With D.C. drug pricing talks up in the air, the 'endgame' could still 'have a bite,' analyst says

With Democrats in Washington debating the specifics of the president's infrastructure program, the pharmaceutical industry may be able to squeak out a much-desired drug pricing win.

As the negotiations unfold, Politico reports that the party leadership may have to abandon its proposal to have Medicare negotiate drug prices. Federal drug pricing negotiations are a top priority for some Democrats, but the pharmaceutical industry has staunchly opposed the idea, including through an open letter to Congress and a briefing with reporters.

While Medicare price negotiations could save the government $450 billion over a decade, the measure would also reduce the number of new medicines that reach the market, experts say.

The proposal is a "pay-for" to help fund President Joe Biden's multitrillion-dollar spending legislation. Dropping it could anger some progressive Democrats, Politico notes.

Even though broad negotiations might not make it into the final legislative package, the "endgame" could still "have a bite," Bernstein analyst Ronny Gal wrote to clients this week. As it stands, Sen. Ron Wyden, D-Oregon, is writing a "watered down" bill that would include pricing caps to match inflation, plus "some form of benchmarking and some form of negotiation still on the table," Gal wrote. In that case, pricing negotiations could come into play in "special situations," the analyst pointed out.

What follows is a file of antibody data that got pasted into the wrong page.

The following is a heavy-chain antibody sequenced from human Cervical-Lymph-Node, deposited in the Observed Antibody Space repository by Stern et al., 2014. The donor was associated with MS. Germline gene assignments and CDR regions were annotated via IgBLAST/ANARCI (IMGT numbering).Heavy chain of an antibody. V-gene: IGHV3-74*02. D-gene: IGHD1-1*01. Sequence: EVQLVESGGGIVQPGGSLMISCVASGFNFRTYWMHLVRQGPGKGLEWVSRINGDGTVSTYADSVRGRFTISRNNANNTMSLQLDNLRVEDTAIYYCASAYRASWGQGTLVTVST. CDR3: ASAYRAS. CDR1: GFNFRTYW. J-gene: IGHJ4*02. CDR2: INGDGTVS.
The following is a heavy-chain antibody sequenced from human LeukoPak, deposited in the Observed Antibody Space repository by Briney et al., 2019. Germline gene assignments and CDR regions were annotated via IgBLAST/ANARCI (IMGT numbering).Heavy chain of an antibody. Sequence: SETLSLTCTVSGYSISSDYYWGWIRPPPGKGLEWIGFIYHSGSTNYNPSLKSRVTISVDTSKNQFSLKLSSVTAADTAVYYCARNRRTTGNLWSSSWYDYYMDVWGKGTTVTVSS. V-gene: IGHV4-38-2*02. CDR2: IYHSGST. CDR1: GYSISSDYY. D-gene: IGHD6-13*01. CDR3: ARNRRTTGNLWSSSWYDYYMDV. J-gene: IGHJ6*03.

Those situations could still bring pain to companies operating in certain drug classes or treatment areas.

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The latest developments come amid a new wave of drug pricing debate in Washington and around the country. While lawmakers have pledged to address the issue for years, momentum seemed to pick up over the summer.

In July, Biden penned an executive order targeting high prescription drug costs and anticompetitive practices in the industry. He called on the Department of Health and Human Services to draft a pricing strategy within 45 days.

Days after that move, a group comprising Families USA, Lower Drug Prices Now, Patients for Affordable Drugs and more wrote that Congress has a "unique and time-limited window for crafting meaningful drug pricing reform this year." They called on the government to implement drug pricing negotiations, install price-hike limits and redesign Medicare Part D to slash costs for beneficiaries and taxpayers.

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But with Democrats now risking a standstill within their own party, the momentum may be fading. Hoping to keep up the pressure, the organization Patients For Affordable Drugs launched a six-figure ad buy in five key House of Representative districts. The group is calling on lawmakers in those districts to support "strong" Medicare price negotiations in the Build Back Better Act.

For its part, the pharma industry spent $171 million lobbying lawmakers in the first half of 2021, Politico reports.